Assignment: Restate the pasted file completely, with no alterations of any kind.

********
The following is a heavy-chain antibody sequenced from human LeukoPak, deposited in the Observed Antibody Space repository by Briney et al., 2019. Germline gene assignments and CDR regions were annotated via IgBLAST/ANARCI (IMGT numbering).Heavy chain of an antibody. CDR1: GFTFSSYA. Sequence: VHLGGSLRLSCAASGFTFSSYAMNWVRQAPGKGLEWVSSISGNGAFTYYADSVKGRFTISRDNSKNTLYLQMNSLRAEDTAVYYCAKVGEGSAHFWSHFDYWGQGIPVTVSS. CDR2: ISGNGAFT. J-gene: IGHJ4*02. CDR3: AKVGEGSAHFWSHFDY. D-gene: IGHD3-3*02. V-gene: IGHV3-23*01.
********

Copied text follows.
The following is a heavy-chain antibody sequenced from human LeukoPak, deposited in the Observed Antibody Space repository by Briney et al., 2019. Germline gene assignments and CDR regions were annotated via IgBLAST/ANARCI (IMGT numbering).Heavy chain of an antibody. CDR1: GFTFSSYA. Sequence: VHLGGSLRLSCAASGFTFSSYAMNWVRQAPGKGLEWVSSISGNGAFTYYADSVKGRFTISRDNSKNTLYLQMNSLRAEDTAVYYCAKVGEGSAHFWSHFDYWGQGIPVTVSS. CDR2: ISGNGAFT. J-gene: IGHJ4*02. CDR3: AKVGEGSAHFWSHFDY. D-gene: IGHD3-3*02. V-gene: IGHV3-23*01.